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When Evidence In Your Case Is Just Too Good It Could Be Excluded


In your personal injury trial, to win your case, the idea is to put forth as much evidence in your favor that you can. Evidence that helps your case or supports your allegations helps you, but so does evidence that hurts the other side, or which puts their side of the story in doubt.

But can any type of evidence be “too good” for your case, or “too bad” for the other side’s case? In other words, can evidence be so emotional, so persuasive, or so upsetting to a jury, that it just can’t be used in trial, regardless of how much it may help your case?

Highly Prejudicial Evidence

In fact, there is a rule of evidence just like this. It prohibits the jury from hearing information that is so highly prejudicial, or which may inflame the jury’s emotions to such an extent that it will cloud the jury’s ability to determine the case on the merits.

Examples of Prejudicial Evidence

Let’s look at an example.

Let’s say that a car hits a pedestrian who was crossing the street. The car driver wants to show the pedestrian ran across the street, carelessly, and thus contributed to his own accident. The car driver learns that the pedestrian was actually a drug dealer, and thus, it was likely that he was running across the street to conduct a drug deal.

If the jury were to hear that the pedestrian was a drug dealer, the jury likely would turn against the pedestrian, just because he was a drug dealer. While that may make logical sense, it isn’t something that the jury should consider; the jury’s feelings towards drug dealers ends up clouding the jury’s ability to rationally and neutrally consider the central question: Was the pedestrian in the road when he or she was hit?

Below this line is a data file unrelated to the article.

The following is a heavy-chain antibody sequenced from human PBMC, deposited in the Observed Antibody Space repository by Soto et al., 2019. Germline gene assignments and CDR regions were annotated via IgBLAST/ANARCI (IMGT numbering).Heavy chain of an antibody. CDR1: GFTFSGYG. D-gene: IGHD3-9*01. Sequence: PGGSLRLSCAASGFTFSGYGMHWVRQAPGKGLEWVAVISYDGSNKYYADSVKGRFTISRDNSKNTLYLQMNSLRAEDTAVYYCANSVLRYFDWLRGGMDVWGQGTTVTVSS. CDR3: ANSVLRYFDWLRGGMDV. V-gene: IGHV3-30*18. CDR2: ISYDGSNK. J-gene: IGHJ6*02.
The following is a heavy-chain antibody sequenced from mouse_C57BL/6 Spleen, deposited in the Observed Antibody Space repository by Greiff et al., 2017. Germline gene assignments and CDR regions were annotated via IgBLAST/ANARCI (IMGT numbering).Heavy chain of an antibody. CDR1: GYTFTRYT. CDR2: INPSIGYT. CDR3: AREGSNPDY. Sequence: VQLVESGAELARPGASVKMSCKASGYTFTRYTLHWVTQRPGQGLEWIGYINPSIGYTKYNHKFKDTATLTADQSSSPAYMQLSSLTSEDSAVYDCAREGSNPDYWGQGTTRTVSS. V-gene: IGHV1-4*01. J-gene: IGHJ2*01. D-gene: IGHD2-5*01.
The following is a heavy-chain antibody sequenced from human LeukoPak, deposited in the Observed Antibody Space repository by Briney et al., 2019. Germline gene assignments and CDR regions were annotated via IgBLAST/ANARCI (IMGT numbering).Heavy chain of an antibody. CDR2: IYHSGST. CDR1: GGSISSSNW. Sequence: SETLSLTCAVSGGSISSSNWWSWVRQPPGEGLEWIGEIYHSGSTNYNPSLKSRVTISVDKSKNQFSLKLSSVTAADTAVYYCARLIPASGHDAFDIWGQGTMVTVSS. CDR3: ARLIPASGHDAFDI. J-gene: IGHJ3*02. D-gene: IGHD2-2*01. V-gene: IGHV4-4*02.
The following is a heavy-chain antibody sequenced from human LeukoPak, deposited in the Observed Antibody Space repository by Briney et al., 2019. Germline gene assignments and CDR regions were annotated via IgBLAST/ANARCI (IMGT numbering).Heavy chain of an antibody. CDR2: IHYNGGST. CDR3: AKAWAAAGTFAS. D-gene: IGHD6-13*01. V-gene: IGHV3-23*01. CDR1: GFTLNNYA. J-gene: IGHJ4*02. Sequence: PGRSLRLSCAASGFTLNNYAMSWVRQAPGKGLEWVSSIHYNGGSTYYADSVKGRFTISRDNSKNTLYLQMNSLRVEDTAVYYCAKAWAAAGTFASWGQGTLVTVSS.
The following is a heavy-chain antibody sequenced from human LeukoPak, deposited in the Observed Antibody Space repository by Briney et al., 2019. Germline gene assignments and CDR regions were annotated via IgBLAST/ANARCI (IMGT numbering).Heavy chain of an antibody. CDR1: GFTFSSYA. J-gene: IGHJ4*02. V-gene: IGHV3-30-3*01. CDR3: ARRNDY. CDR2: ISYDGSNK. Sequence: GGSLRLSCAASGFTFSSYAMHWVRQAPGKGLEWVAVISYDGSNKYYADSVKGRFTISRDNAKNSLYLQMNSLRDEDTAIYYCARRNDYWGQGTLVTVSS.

Words Matter Also

Even words can have a big impact.

In many criminal cases, the state may want to refer to a shooter as “the killer” or “the murderer.” But those words carry a lot of impact, and until the Defendant is actually proven guilty, courts will generally not allow that kind of language to be used, as it could inflame the jury’s emotions.

Think of all the words that can be used; if someone is sued because they owe a debt, what if the side suing could call him or her a “deadbeat?” That would absolutely cloud the jury’s ability to make a neutral and fair decision.

Weighing the Evidence

Often, when evidence that is highly prejudicial is needed by a side in an injury case, the judge will have to look at the evidence first, and weigh how important it is, with how prejudicial it may be. The judge will often look at the evidence in private, hear arguments, and then decide whether the information should be heard by a jury.

Contact the Miami personal injury attorneys at Velasquez & Associates P.A. if you have an injury case that may end up going to trial.




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